Crayfish – amazing creature
Crayfish are freshwater crustaceans of the order Decapoda, which includes crabs, shrimps, lobsters, and hermit crabs. Crayfish are found on all continents on Earth except Africa and Antarctica. They are an essential part of the food chain. They feed on algae, insects, mussels, and snails, while fish, herons, otters, and other larger animals feed on them. This feeding balance has been maintained for hundreds of thousands of years. Unfortunately, people destroy this balance.
Crayfish evolved from marine ancestors dating back some 280 million years. There are more than 300 species of crayfish worldwide. Although nearly half of the species are endangered or imperiled. They live in water, hiding beneath rocks, logs, sand, mud, and vegetation. Some species dig burrows.
Crayfish are usually colored in earth tones of muted greens and browns. Five pairs of strong, jointed, armored legs are used for walking and digging. Two pairs of small antennae are used in foraging and finding a mate. Two compound eyes provide excellent vision.
In fact, crayfish are used by humans as live fish bait, and are also a popular culinary delicacy.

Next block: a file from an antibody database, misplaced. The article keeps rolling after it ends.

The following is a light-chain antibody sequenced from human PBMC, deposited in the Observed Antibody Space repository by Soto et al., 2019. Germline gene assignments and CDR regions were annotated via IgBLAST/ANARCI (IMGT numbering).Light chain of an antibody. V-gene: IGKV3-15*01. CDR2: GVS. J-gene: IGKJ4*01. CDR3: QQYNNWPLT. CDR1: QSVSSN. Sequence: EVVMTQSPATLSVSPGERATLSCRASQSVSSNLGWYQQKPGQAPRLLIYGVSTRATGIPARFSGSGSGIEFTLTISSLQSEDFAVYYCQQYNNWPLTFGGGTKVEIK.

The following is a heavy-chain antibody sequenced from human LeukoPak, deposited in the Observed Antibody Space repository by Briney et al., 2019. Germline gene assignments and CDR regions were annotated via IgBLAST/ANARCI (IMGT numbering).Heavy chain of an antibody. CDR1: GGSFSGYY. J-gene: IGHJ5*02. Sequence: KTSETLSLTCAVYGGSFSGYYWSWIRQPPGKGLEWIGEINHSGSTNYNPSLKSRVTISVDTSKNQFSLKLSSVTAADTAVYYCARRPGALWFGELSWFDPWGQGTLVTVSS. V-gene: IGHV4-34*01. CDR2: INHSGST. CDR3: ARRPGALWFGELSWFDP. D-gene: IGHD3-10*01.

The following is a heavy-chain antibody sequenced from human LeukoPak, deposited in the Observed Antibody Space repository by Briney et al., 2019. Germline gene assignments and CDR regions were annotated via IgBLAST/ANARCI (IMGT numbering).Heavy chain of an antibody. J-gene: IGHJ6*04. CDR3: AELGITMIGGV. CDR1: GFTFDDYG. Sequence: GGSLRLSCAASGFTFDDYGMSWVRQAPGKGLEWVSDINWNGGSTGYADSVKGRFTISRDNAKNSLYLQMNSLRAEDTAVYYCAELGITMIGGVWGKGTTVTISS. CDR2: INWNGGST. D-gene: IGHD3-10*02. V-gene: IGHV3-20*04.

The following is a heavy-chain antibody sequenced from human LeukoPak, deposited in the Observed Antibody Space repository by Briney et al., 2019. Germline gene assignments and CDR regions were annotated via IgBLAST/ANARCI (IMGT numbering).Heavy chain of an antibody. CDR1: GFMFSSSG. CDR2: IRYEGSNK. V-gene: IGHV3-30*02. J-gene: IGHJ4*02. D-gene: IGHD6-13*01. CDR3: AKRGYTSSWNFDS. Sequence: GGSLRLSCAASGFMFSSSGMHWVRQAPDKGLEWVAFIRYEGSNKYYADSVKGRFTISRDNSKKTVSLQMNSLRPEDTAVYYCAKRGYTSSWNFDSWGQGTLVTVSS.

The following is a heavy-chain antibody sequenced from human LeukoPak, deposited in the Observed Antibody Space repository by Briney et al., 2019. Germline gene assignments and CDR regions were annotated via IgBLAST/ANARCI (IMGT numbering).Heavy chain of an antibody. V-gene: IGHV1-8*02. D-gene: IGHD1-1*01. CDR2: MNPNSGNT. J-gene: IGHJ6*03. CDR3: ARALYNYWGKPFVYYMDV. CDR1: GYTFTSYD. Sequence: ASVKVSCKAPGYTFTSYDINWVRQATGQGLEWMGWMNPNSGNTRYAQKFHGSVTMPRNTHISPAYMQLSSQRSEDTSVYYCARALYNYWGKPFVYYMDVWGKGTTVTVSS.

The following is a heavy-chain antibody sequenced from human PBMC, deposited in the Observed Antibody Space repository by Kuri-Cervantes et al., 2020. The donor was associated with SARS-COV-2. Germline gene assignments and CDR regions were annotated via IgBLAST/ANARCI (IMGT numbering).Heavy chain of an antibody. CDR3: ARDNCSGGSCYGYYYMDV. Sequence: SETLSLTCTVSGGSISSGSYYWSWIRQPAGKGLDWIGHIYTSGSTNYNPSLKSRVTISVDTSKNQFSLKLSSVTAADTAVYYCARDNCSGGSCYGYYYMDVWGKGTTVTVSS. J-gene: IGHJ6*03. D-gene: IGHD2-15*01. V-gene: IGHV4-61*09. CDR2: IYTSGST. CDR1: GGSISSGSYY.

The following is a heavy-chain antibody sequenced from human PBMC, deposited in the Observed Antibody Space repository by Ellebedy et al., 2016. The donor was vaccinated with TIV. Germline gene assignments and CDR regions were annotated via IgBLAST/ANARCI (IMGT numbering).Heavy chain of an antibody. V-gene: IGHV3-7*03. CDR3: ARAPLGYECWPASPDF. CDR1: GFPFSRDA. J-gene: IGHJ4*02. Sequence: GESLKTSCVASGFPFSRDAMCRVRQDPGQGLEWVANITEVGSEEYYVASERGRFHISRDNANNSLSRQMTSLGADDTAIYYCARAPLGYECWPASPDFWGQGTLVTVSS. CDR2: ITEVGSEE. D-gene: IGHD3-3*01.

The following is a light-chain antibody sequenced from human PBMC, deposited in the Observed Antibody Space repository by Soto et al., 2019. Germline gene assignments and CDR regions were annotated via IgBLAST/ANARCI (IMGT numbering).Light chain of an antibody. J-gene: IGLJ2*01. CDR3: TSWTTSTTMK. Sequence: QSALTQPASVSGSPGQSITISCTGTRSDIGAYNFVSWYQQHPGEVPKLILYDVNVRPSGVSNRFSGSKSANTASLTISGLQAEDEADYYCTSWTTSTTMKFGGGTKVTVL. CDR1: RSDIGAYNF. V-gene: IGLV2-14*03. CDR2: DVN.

The Hell Creek Cave crayfish is colorless. An average adult measures 6.6 centimeters long. Like other crayfish, it feeds on both plants and animals. They go directly from an egg to a miniature adult form, but reproduce very slowly. Biologists believe they lay eggs once every five years. Crayfish are preyed on by bass, sunfish, raccoons, otters, herons, and kingfishers. The Hell Creek Cave crayfish is found only in a deep pool in Hell Creek Cave in Stone County, Arkansas.
The Nashville crayfish, also called the Shoup’s crayfish, measures about 5 centimeters long. It consumes plants and animals, including algae, insects, worms, fish eggs, snails, and mussels. Raccoons, fish, and reptiles are among the main predators of this crayfish. This crayfish is found only in Mill and Sevenmile Creeks, Tennessee.